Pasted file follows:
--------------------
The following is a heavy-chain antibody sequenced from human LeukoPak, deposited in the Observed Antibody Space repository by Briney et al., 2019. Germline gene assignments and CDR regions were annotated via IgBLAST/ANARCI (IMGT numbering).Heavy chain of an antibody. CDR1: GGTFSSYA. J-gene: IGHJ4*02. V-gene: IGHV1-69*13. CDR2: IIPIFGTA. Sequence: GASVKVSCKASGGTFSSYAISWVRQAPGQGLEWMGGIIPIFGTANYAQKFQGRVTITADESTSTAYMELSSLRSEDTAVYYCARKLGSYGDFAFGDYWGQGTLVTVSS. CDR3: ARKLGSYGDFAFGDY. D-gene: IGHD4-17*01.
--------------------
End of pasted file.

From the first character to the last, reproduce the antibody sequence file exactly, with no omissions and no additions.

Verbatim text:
The following is a heavy-chain antibody sequenced from human LeukoPak, deposited in the Observed Antibody Space repository by Briney et al., 2019. Germline gene assignments and CDR regions were annotated via IgBLAST/ANARCI (IMGT numbering).Heavy chain of an antibody. CDR1: GGTFSSYA. J-gene: IGHJ4*02. V-gene: IGHV1-69*13. CDR2: IIPIFGTA. Sequence: GASVKVSCKASGGTFSSYAISWVRQAPGQGLEWMGGIIPIFGTANYAQKFQGRVTITADESTSTAYMELSSLRSEDTAVYYCARKLGSYGDFAFGDYWGQGTLVTVSS. CDR3: ARKLGSYGDFAFGDY. D-gene: IGHD4-17*01.